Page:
The Bankruptcy of Keynesian econometric Models

Evans, Michael M.
January 1980
Challenge (05775132);Jan/Feb80, Vol. 22 Issue 6, p13
Academic Journal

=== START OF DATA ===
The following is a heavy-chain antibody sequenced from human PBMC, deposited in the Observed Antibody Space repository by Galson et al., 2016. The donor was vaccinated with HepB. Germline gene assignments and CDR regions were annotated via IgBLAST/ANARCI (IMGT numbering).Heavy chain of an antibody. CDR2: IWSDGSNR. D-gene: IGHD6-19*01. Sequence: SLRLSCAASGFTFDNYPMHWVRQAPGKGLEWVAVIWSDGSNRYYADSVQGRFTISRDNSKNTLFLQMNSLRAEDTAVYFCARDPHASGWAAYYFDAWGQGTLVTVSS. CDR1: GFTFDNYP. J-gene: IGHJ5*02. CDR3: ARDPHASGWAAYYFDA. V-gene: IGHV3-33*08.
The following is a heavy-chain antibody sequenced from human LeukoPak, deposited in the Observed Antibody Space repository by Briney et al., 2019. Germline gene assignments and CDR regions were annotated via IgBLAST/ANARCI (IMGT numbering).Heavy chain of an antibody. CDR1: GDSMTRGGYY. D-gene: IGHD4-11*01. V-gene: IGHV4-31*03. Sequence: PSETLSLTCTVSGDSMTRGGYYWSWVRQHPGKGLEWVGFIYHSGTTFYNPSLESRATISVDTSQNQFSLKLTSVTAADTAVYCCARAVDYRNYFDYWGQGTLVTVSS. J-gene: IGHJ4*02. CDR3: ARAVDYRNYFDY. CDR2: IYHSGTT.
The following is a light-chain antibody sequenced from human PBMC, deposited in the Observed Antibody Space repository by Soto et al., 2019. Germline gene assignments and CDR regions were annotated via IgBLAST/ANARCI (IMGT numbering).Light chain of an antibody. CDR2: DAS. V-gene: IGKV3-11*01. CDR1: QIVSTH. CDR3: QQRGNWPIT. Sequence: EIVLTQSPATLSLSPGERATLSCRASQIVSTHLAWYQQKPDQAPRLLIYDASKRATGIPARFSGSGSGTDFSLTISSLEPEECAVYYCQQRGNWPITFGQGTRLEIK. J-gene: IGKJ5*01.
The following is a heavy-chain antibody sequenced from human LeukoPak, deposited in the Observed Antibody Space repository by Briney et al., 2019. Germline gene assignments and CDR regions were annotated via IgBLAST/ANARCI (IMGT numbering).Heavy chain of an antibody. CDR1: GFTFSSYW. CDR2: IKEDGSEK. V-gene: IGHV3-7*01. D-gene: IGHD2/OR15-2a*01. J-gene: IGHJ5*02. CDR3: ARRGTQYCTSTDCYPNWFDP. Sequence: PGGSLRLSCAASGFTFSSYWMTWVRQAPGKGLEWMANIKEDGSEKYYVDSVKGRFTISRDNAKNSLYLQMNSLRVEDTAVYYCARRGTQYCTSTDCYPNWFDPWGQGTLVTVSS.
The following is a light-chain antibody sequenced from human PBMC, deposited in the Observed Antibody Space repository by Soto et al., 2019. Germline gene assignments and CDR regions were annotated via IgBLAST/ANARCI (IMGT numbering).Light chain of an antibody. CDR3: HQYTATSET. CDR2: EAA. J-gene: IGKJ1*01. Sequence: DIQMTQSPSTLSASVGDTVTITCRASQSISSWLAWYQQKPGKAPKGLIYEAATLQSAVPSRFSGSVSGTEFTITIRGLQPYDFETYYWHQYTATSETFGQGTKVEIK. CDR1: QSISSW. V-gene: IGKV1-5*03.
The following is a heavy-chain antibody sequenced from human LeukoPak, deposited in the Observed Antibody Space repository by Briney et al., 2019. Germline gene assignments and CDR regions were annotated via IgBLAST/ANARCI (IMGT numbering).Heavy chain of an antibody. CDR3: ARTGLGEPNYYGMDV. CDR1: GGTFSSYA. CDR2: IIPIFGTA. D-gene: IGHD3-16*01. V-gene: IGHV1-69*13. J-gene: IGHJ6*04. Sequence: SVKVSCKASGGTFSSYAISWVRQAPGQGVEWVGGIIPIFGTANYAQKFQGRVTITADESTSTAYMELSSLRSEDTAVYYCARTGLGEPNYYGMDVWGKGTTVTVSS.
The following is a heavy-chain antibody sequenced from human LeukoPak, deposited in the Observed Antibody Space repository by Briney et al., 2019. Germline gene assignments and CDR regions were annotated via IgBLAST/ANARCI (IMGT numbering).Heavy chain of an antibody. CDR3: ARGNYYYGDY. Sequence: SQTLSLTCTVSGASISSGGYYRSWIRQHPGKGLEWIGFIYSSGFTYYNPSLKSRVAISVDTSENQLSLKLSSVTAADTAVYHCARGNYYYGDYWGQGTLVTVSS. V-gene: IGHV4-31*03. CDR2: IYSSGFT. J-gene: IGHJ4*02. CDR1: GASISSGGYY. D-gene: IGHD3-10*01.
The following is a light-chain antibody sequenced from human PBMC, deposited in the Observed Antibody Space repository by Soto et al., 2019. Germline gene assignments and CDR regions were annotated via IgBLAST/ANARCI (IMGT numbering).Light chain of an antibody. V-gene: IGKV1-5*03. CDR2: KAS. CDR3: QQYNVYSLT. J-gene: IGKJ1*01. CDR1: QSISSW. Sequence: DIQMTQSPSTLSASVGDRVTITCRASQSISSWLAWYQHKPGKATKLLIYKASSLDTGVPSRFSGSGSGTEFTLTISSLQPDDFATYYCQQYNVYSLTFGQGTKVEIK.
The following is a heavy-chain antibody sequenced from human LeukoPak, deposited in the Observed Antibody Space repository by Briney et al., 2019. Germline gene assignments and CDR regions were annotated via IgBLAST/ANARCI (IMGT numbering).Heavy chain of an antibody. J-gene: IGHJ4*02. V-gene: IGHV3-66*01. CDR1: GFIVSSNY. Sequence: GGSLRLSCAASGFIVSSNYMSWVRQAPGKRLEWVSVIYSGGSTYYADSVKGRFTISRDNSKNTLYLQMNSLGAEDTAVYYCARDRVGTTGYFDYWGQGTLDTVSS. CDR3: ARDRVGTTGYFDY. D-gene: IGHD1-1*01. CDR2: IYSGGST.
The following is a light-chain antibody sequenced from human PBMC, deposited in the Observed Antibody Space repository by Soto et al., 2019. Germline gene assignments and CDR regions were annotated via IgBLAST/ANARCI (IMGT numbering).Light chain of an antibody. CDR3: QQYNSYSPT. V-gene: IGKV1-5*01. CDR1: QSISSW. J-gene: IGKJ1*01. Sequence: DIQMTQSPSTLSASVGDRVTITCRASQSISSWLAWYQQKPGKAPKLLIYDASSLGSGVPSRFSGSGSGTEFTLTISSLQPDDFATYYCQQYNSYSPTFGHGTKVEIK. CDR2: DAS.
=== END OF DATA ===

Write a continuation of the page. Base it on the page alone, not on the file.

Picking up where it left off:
The article focuses on the bankruptcy of Keynesian econometric models. The most important of these may be summarized as follows: spending stimulates aggregate demand whereas savings retards it; when private sector demand slackens, it should be supplemented by greater public sector spending; demand can be increased without any noticeable effect on inflation; and an increase in government spending will stimulate the economy more than an equivalent decline in taxes. The fundamental problem which has plagued the U.S. economy for the past decade has been the slowdown in the growth of productivity. This slowdown has been responsible both for the higher rate of inflation and the lower rate of growth in real gross national product. The logic behind Keynes' Law is that as demand rises, stimulated perhaps by government spending or an increase in handouts, the rate of return on invested capital will rise because firms will be producing more goods per unit of capital. As this happens, they will expand their productive facilities and thus increase total capacity. If more labor is needed, it can be attracted by offering higher wage rates. Thus productive capacity will increase apace with rising demand, and Keynes' Law is fulfilled.


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